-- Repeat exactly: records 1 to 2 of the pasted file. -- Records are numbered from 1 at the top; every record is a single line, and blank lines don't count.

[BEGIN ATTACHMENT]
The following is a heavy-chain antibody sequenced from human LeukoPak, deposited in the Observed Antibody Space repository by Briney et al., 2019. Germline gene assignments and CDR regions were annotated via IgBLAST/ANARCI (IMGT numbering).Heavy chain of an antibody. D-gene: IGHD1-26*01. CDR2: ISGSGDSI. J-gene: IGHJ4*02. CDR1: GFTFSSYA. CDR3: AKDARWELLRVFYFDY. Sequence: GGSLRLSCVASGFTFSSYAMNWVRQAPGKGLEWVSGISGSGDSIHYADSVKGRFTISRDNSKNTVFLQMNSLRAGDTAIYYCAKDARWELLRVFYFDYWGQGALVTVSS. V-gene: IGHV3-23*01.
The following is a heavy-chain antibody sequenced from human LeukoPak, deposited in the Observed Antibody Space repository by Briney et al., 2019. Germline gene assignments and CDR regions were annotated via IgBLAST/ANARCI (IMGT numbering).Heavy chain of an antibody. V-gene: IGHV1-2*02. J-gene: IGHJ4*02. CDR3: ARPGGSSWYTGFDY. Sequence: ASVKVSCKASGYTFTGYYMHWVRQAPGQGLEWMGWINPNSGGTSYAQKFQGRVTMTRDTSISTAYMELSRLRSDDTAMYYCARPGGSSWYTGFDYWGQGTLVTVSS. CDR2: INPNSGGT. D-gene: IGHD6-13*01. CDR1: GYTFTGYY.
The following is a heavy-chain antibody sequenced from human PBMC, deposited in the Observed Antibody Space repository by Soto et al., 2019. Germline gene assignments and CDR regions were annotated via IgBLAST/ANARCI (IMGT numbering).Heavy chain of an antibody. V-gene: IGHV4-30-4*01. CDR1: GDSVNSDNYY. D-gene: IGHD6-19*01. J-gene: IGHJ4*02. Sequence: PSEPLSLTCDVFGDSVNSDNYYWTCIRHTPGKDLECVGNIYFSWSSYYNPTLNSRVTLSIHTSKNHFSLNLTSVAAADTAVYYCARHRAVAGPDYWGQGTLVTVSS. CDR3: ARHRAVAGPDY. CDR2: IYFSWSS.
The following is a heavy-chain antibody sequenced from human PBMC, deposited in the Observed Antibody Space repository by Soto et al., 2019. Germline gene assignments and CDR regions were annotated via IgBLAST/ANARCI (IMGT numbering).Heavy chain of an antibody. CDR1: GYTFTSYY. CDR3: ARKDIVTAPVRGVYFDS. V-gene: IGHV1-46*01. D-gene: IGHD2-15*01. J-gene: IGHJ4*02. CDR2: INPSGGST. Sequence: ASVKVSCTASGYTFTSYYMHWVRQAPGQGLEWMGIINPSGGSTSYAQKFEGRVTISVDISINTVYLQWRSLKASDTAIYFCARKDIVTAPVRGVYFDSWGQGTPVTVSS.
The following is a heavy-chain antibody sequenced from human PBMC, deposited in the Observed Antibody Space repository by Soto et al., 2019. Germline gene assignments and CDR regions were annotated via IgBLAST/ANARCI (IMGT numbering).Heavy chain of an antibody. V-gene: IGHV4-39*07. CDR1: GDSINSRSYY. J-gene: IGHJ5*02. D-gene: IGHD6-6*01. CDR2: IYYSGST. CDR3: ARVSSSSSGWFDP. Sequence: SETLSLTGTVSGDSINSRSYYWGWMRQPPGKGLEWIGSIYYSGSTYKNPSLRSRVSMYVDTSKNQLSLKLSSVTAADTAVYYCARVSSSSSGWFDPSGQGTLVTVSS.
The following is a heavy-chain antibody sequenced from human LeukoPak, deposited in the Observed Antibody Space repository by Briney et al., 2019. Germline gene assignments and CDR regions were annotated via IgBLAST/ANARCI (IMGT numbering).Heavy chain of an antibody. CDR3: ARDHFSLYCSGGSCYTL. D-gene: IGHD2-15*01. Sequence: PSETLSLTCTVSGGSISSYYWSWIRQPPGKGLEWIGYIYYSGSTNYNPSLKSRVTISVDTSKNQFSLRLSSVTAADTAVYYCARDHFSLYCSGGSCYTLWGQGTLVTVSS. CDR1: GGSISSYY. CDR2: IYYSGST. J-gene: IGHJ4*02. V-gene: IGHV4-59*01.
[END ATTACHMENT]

The following is a heavy-chain antibody sequenced from human LeukoPak, deposited in the Observed Antibody Space repository by Briney et al., 2019. Germline gene assignments and CDR regions were annotated via IgBLAST/ANARCI (IMGT numbering).Heavy chain of an antibody. D-gene: IGHD1-26*01. CDR2: ISGSGDSI. J-gene: IGHJ4*02. CDR1: GFTFSSYA. CDR3: AKDARWELLRVFYFDY. Sequence: GGSLRLSCVASGFTFSSYAMNWVRQAPGKGLEWVSGISGSGDSIHYADSVKGRFTISRDNSKNTVFLQMNSLRAGDTAIYYCAKDARWELLRVFYFDYWGQGALVTVSS. V-gene: IGHV3-23*01.
The following is a heavy-chain antibody sequenced from human LeukoPak, deposited in the Observed Antibody Space repository by Briney et al., 2019. Germline gene assignments and CDR regions were annotated via IgBLAST/ANARCI (IMGT numbering).Heavy chain of an antibody. V-gene: IGHV1-2*02. J-gene: IGHJ4*02. CDR3: ARPGGSSWYTGFDY. Sequence: ASVKVSCKASGYTFTGYYMHWVRQAPGQGLEWMGWINPNSGGTSYAQKFQGRVTMTRDTSISTAYMELSRLRSDDTAMYYCARPGGSSWYTGFDYWGQGTLVTVSS. CDR2: INPNSGGT. D-gene: IGHD6-13*01. CDR1: GYTFTGYY.